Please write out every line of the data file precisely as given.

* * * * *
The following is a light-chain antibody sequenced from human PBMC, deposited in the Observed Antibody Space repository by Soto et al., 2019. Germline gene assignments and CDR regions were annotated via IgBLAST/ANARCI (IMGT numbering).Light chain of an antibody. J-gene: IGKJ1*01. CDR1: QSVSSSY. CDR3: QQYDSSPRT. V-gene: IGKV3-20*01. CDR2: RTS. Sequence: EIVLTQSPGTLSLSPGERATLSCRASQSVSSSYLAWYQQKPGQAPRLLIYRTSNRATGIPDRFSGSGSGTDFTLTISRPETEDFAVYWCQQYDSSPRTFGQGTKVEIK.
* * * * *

The following is a light-chain antibody sequenced from human PBMC, deposited in the Observed Antibody Space repository by Soto et al., 2019. Germline gene assignments and CDR regions were annotated via IgBLAST/ANARCI (IMGT numbering).Light chain of an antibody. J-gene: IGKJ1*01. CDR1: QSVSSSY. CDR3: QQYDSSPRT. V-gene: IGKV3-20*01. CDR2: RTS. Sequence: EIVLTQSPGTLSLSPGERATLSCRASQSVSSSYLAWYQQKPGQAPRLLIYRTSNRATGIPDRFSGSGSGTDFTLTISRPETEDFAVYWCQQYDSSPRTFGQGTKVEIK.